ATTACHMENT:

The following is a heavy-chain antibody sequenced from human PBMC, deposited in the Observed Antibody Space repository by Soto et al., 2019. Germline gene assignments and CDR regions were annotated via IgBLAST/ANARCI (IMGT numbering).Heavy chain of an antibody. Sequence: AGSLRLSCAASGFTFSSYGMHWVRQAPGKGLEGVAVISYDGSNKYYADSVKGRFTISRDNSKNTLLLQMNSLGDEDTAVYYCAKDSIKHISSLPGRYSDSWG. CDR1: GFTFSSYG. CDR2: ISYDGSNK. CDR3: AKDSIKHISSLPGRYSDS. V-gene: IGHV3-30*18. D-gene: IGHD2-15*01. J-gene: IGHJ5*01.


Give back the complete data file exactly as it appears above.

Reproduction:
The following is a heavy-chain antibody sequenced from human PBMC, deposited in the Observed Antibody Space repository by Soto et al., 2019. Germline gene assignments and CDR regions were annotated via IgBLAST/ANARCI (IMGT numbering).Heavy chain of an antibody. Sequence: AGSLRLSCAASGFTFSSYGMHWVRQAPGKGLEGVAVISYDGSNKYYADSVKGRFTISRDNSKNTLLLQMNSLGDEDTAVYYCAKDSIKHISSLPGRYSDSWG. CDR1: GFTFSSYG. CDR2: ISYDGSNK. CDR3: AKDSIKHISSLPGRYSDS. V-gene: IGHV3-30*18. D-gene: IGHD2-15*01. J-gene: IGHJ5*01.